As a child, my love for reading led to my love for writing which in turn led to my first attempt at writing a short story. In primary school I wrote a story entitled, The Fat Cookie, which was, in my mind, a captivating tale about the travels of a chunky choc chip cookie. It followed its trials and tribulations as it rolled through town after town. The biggest danger for said cookie was being eaten by hungry townsfolk; sound vaguely familiar? I’ll admit, it was loosely, albeit subconsciously, based on the plot of The Gingerbread Man, which is a story I had loved. Certainly, I was not the first nor will I ever be the last to “adapt” the story; look it up and there are numerous “adaptations.” At the time, I was thoroughly pleased with my eight-year-old self for coming up with such an “original” idea, however, maybe back then I had unwittingly stumbled upon a universal question still confronting most creative writers today: is there such a thing as an “original” idea?
What makes an idea original? Is it the fact that it has never been done (in this case, written) before? When you think about it, is this even possible? Aren’t we all a product of what we’ve read, seen or experienced creatively? Surely there is a cumulative effect of the countless books and stories we’ve read from infancy to adulthood. Most of the time, we aren’t even aware that we store these ideas for future reference. Most of us, desperately try to avoid this in our work; we push our imaginations to the limit to find original ideas. I’m not talking about blatantly taking other writers’ ideas; I’m sure you’d agree this is utterly detestable. I’m referring to the framework; the skeleton, not the flesh. Perhaps we stick to familiar plotlines because they work well.
However, there are those who believe there are only seven basic universal storylines; common plots that exist in every story. I found this hard to believe at first, but having done hours of mind-numbing textual analysis at university; it was surprising to see how prevalent they are. Here is a summary:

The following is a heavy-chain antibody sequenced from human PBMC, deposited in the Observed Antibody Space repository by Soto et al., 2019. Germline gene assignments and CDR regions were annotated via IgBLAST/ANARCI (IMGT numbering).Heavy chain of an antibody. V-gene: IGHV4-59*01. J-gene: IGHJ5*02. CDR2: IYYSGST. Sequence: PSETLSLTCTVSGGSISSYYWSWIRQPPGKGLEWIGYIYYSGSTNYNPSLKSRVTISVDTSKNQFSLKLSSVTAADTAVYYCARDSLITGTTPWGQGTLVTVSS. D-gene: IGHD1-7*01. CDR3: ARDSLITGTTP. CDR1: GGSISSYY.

- The Quest – hero goes off to accomplish goals, lots of obstacles in his way, won’t rest until he reaches his ultimate goal; think Lord of the Rings.
- Voyage and return – a journey, goes away, comes back again wiser; think Wizard of Oz.
- Rebirth – protagonist under some kind of evil/dark force, ultimately freed by others or the common redeemer “love” – think Beauty and the Beast.
- Comedy – characters in funny ha ha confusion, resolution met when everything has been played out to sometimes ridiculous extremes – think All’s Well That Ends Well.
- Tragedy – a tear-jerker, character brings about their own downfall, usually emotional ending – think Hamlet.
- Overcoming the monster – scary force frightening people everywhere, hero seeks to crush said force – think Dracula.
- Rags to riches – a “nobody” becomes a “somebody” with pesky obstacles thrown in – think Great Expectations.
So maybe I was on to something when writing my first story all those years ago; maybe I had discovered a universal truth: that we all “borrow” every now and again, even when we don’t intend to. Well, if it’s good enough for Shakespeare…